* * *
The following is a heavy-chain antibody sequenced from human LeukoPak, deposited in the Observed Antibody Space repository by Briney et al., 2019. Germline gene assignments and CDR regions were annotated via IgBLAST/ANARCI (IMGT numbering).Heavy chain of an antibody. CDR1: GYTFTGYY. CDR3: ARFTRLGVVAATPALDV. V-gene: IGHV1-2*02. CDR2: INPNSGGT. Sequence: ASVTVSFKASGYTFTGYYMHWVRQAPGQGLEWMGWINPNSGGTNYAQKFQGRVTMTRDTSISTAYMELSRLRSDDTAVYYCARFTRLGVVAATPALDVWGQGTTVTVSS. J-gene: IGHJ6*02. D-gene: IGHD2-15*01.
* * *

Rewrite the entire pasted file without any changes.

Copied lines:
The following is a heavy-chain antibody sequenced from human LeukoPak, deposited in the Observed Antibody Space repository by Briney et al., 2019. Germline gene assignments and CDR regions were annotated via IgBLAST/ANARCI (IMGT numbering).Heavy chain of an antibody. CDR1: GYTFTGYY. CDR3: ARFTRLGVVAATPALDV. V-gene: IGHV1-2*02. CDR2: INPNSGGT. Sequence: ASVTVSFKASGYTFTGYYMHWVRQAPGQGLEWMGWINPNSGGTNYAQKFQGRVTMTRDTSISTAYMELSRLRSDDTAVYYCARFTRLGVVAATPALDVWGQGTTVTVSS. J-gene: IGHJ6*02. D-gene: IGHD2-15*01.